Harri Laakso – Grey Matters (Aftercrop)

Harri Laakso (2007)
published by The Finnish Museum of Photography

Harri Laakso, Doctor of Arts, works as Professor of Visual Culture at the University of Art and Design Helsinki, Pori School of Art and Media. He has previously worked as a photographer, curator and researcher and published several articles on art and photography in Finland and abroad. He is also the author of Valokuvan tapahtuma (The Event of Photography, Helsinki: Tutkijaliitto, 2003).

Grey Matters – Aftercrop

The Encounter
We encounter photographs furtively. We arrive by surprise, we happen upon the image much greater force than one could believe based on the smallness of the aperture. Photographs also hold additional elements of surprise and excess, similar to a desert fire, or love.
A photograph – literally – fixes our attention. With its optics and its chemistry a photograph might reveal the semblance of the things in the world; the way things appear to us. But only thinking really discloses an image, when the light emanating from the object encounters the perceptive gaze.
The world that we see in photographs has already been wounded by experience. Time has been forced to fit the frame of the photograph; the image has become the cicatrized part of the world. A photograph is a buffer between the world and us, something overflowing our perception – a separation from the world that is being held together by its own composition.
Philosopher Jean-Luc Nancy has said that love, poetry and thinking happen at a threshold and that photography is the place, where thinking is. All these words signify something that is not yet, is still to come, only has an existence at the limit.(1)
There is always something unforeseen in surprises, in photographs and in love. In them the immemorial takes place as if it were somewhere far away and still in the thick of our world. The images themselves are present even if they make an absence visible.
A description of an event, love for example, is not the same thing as the event itself.(2) Philosopher Alain Badiou writes that from the perspective of philosophy it is possible to see how love and art are crossed. Love is similar to photography in that love is not fusion, sacrifice or an illusory form of compensation. “Love, I believe, does not take the place of anything. It supplements, which is completely different. It is only messed up under the fallacious supposition that it is a relation. But it is not. It is a production of truth.”(3)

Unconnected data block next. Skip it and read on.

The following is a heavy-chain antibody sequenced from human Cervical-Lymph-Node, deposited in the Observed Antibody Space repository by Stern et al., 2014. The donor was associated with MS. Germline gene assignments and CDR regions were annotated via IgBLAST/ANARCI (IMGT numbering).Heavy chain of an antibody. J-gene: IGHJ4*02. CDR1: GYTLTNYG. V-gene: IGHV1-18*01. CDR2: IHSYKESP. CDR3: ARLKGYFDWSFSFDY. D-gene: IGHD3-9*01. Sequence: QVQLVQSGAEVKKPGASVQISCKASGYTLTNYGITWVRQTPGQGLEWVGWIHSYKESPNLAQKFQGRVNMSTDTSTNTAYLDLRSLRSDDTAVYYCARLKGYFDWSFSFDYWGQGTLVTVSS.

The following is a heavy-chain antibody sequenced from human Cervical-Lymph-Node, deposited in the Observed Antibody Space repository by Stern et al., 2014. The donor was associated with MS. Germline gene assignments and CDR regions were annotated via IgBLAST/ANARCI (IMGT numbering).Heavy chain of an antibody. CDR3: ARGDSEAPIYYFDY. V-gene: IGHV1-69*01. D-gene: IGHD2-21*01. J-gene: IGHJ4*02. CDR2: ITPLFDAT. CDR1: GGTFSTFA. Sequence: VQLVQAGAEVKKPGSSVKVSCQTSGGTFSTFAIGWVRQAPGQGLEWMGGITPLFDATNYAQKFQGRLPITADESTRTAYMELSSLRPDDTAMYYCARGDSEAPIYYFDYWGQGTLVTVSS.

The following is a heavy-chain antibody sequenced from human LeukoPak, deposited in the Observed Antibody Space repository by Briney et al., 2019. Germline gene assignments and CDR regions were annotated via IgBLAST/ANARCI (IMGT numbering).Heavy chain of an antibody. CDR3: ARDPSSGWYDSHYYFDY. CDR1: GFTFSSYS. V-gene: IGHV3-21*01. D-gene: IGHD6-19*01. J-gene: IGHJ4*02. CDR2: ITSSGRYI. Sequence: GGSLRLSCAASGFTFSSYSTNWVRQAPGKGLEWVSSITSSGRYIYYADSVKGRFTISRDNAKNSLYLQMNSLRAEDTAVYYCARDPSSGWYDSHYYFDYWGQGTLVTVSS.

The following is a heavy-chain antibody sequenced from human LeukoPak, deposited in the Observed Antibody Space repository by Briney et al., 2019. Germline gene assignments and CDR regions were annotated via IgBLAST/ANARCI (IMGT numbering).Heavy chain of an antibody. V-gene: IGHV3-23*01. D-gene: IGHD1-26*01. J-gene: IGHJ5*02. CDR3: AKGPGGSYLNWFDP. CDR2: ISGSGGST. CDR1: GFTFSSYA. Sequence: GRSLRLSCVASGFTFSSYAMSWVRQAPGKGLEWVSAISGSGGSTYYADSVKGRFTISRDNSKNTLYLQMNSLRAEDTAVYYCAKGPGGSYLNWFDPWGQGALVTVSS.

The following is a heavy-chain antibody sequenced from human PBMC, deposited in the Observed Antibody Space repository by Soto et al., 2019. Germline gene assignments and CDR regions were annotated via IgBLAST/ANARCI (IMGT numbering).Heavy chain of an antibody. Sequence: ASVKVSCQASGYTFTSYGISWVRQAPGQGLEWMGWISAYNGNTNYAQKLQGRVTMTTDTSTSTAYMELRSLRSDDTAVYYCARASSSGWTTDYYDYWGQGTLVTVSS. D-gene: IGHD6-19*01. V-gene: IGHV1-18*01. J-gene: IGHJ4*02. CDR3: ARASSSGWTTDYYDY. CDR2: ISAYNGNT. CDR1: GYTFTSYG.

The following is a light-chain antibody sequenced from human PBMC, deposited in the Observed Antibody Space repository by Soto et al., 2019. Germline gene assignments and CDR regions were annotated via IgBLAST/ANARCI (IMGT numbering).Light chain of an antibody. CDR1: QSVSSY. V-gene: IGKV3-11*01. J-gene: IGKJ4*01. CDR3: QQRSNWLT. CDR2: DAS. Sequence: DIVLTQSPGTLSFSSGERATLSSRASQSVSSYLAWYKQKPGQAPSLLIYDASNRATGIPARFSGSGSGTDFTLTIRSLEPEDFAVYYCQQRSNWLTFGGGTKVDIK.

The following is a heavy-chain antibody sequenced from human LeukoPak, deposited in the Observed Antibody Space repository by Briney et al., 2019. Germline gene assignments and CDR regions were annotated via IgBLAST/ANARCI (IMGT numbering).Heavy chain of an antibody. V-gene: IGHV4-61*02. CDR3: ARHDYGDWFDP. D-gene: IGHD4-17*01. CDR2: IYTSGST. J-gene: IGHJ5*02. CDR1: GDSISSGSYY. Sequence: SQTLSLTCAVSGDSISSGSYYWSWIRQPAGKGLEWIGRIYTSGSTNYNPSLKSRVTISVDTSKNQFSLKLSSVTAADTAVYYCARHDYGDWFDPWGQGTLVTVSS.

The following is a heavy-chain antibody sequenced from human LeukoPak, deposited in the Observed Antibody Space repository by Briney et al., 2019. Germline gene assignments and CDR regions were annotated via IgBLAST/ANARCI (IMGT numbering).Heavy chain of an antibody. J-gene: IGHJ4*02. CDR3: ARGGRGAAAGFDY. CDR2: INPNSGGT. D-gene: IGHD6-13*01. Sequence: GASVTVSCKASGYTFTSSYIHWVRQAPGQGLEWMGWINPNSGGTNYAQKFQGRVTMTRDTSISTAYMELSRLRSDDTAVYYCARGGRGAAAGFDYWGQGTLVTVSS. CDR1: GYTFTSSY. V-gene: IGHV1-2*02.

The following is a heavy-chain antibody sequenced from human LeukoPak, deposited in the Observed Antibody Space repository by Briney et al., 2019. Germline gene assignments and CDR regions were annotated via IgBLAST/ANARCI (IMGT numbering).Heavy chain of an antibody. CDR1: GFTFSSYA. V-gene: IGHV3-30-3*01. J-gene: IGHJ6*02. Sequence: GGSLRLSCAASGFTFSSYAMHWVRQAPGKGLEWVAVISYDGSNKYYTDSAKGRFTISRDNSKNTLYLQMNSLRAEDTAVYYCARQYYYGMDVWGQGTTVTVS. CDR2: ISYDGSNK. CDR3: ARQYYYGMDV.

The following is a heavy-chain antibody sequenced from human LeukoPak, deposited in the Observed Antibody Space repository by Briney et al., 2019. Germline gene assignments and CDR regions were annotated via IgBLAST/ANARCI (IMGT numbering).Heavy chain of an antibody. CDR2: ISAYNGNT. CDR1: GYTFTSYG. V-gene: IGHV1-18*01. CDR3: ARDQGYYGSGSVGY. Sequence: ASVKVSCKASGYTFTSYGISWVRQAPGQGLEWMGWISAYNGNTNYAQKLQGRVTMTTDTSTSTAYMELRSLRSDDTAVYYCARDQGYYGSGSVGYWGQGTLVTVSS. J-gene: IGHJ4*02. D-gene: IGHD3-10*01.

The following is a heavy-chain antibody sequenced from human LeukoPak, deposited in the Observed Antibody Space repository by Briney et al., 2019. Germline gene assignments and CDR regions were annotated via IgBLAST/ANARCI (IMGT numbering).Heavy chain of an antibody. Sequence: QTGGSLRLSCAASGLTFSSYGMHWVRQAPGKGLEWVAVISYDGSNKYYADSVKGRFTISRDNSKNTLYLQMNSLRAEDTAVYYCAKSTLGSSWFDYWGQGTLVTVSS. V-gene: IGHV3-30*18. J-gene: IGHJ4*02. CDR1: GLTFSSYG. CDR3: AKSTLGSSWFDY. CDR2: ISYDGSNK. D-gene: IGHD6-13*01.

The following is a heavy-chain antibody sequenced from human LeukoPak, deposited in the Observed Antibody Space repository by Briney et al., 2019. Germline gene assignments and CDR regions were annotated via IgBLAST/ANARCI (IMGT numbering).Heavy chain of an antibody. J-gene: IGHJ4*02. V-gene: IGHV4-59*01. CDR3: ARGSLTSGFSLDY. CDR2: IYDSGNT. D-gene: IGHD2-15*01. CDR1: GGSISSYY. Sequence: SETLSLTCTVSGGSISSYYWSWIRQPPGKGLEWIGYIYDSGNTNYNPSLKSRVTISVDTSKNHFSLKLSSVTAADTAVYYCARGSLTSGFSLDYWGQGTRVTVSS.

Love itself does not come across in the torments of lovers, even if such experiences and also relations are implied in the process of love – experiences that do not constitute conceptual knowledge or even creativity in the usual sense (and are therefore also not forms of science, art or politics – the three other truth – procedures of humanity.) “Love, as an experience of thought, does not think itself.”(4) As an event love is an encounter in the most authentic sense.
Photographic images are often approached by resorting to (ultimately) theological problematics. Images are examined as the copies that are faithful or garbled in relation to their subject, in varying degrees; they are viewed as a relation that refers to something else.
Then images are seen to have a sort of static and uneventful core that guides the interpretation. From this follow many of the important themes of photographic theory: evidence, memory, context, interpretation. Alternatively one can identify a form of immanent visuality that does not refer to anything but itself. Photographs, more than many other forms of image, sway between the issues of truthfulness and present visuality.
When semblance and correspondence no longer dominate photography (“illustrate” it) photography opens onto all that is thinkable in it, onto everything that shapes the image, onto to the ways that the photograph thinks, when it presses against our eyes. Because thinking can form many other alliances in a photograph than just resemblance.
These connections are anachronistic by nature (even if a certain form of thinking can attain its most dominant stature at a particular time, like photography, at one time as the “window of reality”). The connections are also potential and virtual; thinking nests in images, continually transforming. Photographs are singular operations, swayed by many influences, they are bonds between visibility and the possibility of signification. Sometimes they also dissemble and are not bound to seeing with only the eyes; their art is based on this, as is their poetic flexibility and political power (which is related to their ability to transform under varying circumstances).